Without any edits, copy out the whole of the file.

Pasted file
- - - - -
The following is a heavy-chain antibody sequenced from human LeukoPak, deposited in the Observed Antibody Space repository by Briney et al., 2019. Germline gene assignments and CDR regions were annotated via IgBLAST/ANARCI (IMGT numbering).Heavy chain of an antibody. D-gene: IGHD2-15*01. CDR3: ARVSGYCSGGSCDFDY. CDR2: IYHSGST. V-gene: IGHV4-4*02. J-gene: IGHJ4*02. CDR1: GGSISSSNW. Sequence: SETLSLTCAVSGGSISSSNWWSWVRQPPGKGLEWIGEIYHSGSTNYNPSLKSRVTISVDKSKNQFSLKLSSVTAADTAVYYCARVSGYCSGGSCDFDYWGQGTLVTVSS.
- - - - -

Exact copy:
The following is a heavy-chain antibody sequenced from human LeukoPak, deposited in the Observed Antibody Space repository by Briney et al., 2019. Germline gene assignments and CDR regions were annotated via IgBLAST/ANARCI (IMGT numbering).Heavy chain of an antibody. D-gene: IGHD2-15*01. CDR3: ARVSGYCSGGSCDFDY. CDR2: IYHSGST. V-gene: IGHV4-4*02. J-gene: IGHJ4*02. CDR1: GGSISSSNW. Sequence: SETLSLTCAVSGGSISSSNWWSWVRQPPGKGLEWIGEIYHSGSTNYNPSLKSRVTISVDKSKNQFSLKLSSVTAADTAVYYCARVSGYCSGGSCDFDYWGQGTLVTVSS.